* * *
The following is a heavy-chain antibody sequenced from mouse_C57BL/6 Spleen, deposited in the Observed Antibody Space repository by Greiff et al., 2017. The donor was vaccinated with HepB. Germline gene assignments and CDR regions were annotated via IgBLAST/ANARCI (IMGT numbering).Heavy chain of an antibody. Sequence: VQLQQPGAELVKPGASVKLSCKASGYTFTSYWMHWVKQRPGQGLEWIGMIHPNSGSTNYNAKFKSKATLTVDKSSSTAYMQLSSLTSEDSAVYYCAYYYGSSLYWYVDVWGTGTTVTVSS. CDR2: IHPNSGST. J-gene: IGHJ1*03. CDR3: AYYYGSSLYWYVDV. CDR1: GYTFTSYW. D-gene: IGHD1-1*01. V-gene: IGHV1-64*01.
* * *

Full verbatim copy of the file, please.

The following is a heavy-chain antibody sequenced from mouse_C57BL/6 Spleen, deposited in the Observed Antibody Space repository by Greiff et al., 2017. The donor was vaccinated with HepB. Germline gene assignments and CDR regions were annotated via IgBLAST/ANARCI (IMGT numbering).Heavy chain of an antibody. Sequence: VQLQQPGAELVKPGASVKLSCKASGYTFTSYWMHWVKQRPGQGLEWIGMIHPNSGSTNYNAKFKSKATLTVDKSSSTAYMQLSSLTSEDSAVYYCAYYYGSSLYWYVDVWGTGTTVTVSS. CDR2: IHPNSGST. J-gene: IGHJ1*03. CDR3: AYYYGSSLYWYVDV. CDR1: GYTFTSYW. D-gene: IGHD1-1*01. V-gene: IGHV1-64*01.